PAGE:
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Real world reality and high-tech simulation meet in new Volvo Safety Centre

 

For immediate release

Real world reality and high-tech simulation meet in

 

new Volvo Safety Centre

 

GÖTEBORG, SWEDEN - A US$100 million addition to the Volvo Car Corporation Safety Centre has created the world's most advanced safety research facility, bringing together the ability to stage real world crash tests with high-tech simulations as part of a comprehensive program which extends the company's leadership in automotive safety.

 

The highlight of the new Volvo Cars Safety Centre is a crash test laboratory with a moveable test track carried on air cushions that permits researchers to stage car-to-car impacts in a wide number of combinations that simulate real world collisions. The moveable track, which swings through an arc of up to 90 degrees to stage impacts ranging from full-frontal to right-angle 'T-bone' collisions, is the first of its kind in the world. Laser instruments precisely control the speed of the cars to ensure they collide at pre-determined impact points.

 

The laboratory actually has two tracks - 154 metres and 108 metres respectively - that meet in a huge hall with 14.5-metre high ceilings and a glass floor (housing some of the many high-speed cameras used to study the crashes). The fixed track can be used for roll-over tests.

 

The new Centre, which opened in April, includes other innovative features:

 

An advanced crash test barrier effectively measures the forces created in an offset impact, one of the most common kinds of collisions. The new barrier is fitted with piezo-electric sensors which measure in two directions to determine how the car=s energy-absorbent structure handles these impacts. The barrier, which weighs 850 tonnes and is comprised of a concrete core reinforced with iron ore and surrounded by a 30 cm steel plate, is moved on air cushions to create precise offsets.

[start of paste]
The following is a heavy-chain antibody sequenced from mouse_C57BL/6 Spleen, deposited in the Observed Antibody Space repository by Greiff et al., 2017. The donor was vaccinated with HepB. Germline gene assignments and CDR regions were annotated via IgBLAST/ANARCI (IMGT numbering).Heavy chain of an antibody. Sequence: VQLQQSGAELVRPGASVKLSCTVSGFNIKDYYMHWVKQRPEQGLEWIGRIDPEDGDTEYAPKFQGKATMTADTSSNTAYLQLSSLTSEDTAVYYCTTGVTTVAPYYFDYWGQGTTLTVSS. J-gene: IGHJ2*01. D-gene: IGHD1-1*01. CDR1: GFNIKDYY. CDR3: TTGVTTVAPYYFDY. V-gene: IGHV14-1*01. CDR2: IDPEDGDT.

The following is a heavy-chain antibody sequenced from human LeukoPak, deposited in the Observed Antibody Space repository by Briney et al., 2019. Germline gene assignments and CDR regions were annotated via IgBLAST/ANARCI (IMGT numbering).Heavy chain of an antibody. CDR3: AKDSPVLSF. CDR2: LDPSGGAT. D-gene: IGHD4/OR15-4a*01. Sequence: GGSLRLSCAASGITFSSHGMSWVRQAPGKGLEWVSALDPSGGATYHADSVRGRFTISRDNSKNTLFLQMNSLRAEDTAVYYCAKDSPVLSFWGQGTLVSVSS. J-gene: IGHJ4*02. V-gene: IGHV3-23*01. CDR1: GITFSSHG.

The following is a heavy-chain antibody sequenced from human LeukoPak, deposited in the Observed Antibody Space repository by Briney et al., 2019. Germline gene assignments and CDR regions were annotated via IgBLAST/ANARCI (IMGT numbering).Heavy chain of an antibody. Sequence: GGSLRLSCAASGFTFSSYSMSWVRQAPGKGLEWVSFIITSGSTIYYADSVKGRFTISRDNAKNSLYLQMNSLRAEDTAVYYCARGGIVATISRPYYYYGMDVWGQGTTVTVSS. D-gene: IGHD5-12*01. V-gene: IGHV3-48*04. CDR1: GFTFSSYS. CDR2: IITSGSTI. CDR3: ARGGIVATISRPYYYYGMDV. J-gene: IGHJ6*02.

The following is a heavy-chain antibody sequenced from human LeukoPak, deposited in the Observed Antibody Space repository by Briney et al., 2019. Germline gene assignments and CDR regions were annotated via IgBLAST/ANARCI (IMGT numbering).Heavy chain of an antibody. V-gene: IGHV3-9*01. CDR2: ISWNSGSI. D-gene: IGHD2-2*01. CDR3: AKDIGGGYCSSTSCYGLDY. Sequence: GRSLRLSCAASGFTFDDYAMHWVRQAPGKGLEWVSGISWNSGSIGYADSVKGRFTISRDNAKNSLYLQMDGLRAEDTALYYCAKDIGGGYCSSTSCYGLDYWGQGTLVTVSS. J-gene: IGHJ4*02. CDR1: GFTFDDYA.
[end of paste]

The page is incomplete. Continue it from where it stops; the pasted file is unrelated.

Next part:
A component testing program examines what happens when the human body collides with parts of the interior or exterior of the car. A series of >rigs= can perform repetitive testing to help fine-tune the design of individual components. One, called the FMH (for Free Motion Head), is used to assess the forces when a human head strikes interior parts of the car. A similar rig replicates the impact of the human torso, legs and knees against interior components (as might be experienced by passengers) or exterior parts (as might be experienced by pedestrians). Another rig consists of a door panel fitted on a swing which hits a test dummy in a car seat with a pre-determined force, resembling the intrusion of a door panel in a side collision. The rigs reduce the need to conduct full-scale crash tests to examine the performance of individual components.

 

The world's most advanced crash simulator permits repetitive tests of components like occupant restraint systems. In a crash simulation, the 'car' is a reinforced body with everything but the interior removed. Crash test dummies and occupant safety systems like air bags are then set up and the car is fired backwards at high velocity, simulating the deceleration that would be encountered in a collision. The system can simulate the forward pitching motion occupants experience in a collision to make the tests as real as possible.

 

An NEC SX-4 supercomputer performs virtual tests of car and component designs to help the engineering and development process. Volvo's supercomputer capacity permits a crash situation to be simulated any number of times, swiftly and inexpensively, at different speeds with different types of safety equipment and different sized occupants. This process helps determine the car's basic safety characteristics at an early stage in the development process, long before any physical prototypes are available for crash tests.

 

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Information:

 

Lisa Graham

Volvo Cars of Canada Ltd.

(416)490-5834

 

Doug Mepham

MacDonald & Co.

(416)975-1572

Keywords:
Safety
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